These are synthetic round brushes—the Jack Richeson Series 7130 #8 and #4, which are part of a travel set that works for gouache, watercolor, and casein. I also sometimes use really cheap brushes from big-box craft stores.

nmsgwatercolors Would you mind saying what kind of paper are you using?
It's a Pentalic watercolor sketchbook, which has "European milled, 140 lb. (300 gsm) acid free paper" sized for watercolor.
There's a link-filled list of all of my sketching materials at this Google Doc.

Edwin John Alexander

Edwin John Alexander

Edwin John Alexander (1870-1926) was a Scottish artist who portrayed animals and plants in an elegant style that emphasized composition and subtle color. 

Edwin John Alexander
A Turlum Stag by Edwin John Alexander (1903)
Dundee Art Gallery and Museum, oil on canvas
As a boy he accompanied his father to North Africa, and spent four years living on a houseboat on the Nile.

Edwin John Alexander

Many of his paintings, such as these yellow daisies, were created with watercolor and gouache on tinted paper.

Edwin John Alexander

It appears that he often drew with a brush, defining forms with sparing touches and separating them with delicate, milky washes.

Edwin John Alexander

Alexander was inspired by Joseph Crawhall and by Japanese prints.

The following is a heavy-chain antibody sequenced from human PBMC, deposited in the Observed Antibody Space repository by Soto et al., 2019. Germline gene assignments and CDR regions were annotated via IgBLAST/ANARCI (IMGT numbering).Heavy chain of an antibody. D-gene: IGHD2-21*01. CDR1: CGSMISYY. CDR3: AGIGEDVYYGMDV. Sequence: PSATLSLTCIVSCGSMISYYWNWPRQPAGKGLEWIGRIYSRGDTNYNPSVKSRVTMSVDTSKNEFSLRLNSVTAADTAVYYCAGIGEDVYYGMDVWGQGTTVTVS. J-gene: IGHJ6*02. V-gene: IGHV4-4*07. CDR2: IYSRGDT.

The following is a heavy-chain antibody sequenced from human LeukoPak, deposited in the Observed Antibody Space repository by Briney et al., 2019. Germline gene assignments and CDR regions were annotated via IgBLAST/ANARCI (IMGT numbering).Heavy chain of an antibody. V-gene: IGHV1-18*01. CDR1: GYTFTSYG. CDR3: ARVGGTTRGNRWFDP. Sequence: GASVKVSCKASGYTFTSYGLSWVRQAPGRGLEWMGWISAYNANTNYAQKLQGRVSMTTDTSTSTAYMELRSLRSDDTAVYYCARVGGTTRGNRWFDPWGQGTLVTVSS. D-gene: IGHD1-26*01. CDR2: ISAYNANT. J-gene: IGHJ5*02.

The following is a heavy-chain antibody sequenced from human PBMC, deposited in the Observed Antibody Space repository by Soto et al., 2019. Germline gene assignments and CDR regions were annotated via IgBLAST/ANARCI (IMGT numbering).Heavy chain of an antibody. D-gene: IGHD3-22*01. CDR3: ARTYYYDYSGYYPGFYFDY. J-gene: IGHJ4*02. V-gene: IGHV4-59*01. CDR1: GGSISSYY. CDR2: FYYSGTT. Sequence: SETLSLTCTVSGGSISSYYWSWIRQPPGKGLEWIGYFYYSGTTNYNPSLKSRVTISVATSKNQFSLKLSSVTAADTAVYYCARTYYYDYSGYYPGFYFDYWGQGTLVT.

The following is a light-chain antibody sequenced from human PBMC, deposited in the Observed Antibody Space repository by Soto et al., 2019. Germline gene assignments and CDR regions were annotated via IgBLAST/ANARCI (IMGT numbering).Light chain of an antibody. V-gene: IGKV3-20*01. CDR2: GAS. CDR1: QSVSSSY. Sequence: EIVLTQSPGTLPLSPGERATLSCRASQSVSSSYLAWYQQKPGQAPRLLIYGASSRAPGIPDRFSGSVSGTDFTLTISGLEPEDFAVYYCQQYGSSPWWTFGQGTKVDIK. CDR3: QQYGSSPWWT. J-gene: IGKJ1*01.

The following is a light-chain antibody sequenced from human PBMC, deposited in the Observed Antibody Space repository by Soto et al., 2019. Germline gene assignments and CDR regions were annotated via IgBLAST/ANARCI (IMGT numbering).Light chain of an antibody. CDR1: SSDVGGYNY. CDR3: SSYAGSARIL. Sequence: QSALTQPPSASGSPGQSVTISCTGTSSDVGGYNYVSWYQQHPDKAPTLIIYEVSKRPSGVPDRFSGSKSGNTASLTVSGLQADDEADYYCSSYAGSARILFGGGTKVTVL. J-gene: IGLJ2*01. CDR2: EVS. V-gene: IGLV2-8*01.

Edwin John Alexander
Edwin John Alexander, wildflower, 1900,
watercolor, 20 x 10.5 cm. (7.9 x 4.1 in.)
There are online portfolios of Alexander's paintings on Artnet and on Athenaeum. He co-illustrated a book on Wild Flowers in 1912.

Painting a Supermarket Entrance

I have painted around this supermarket many times, and I keep discovering new views of it. On a rainy day, I notice how the warm inside lights contrast with the cool light outdoors.

I have to push the painting through the “ugly stage” by having faith in the process. 

The palette of colors is very simple: White gouacheYellow ochre (watercolor), Transparent red oxide (watercolor), and Ultramarine blue (gouache)

In the choice of subjects, I am inspired by French philosopher Emile Zola, who encouraged artists to paint commonplace subjects from our own era. 

He said: “The past was but the cemetery of our illusions: one simply stubbed one's toes on the gravestones.” (Le passé n'était que le cimetière de nos illusions, on s'y brisait les pieds contre des tombes.)

Zola also said: "A work of art is a corner of creation seen through a temperament” (Une oeuvre d'art est un coin de la création vu à travers un tempérament).

Somehow, by interpreting a subject that isn't often painted, it opens the doors to appreciating our world anew.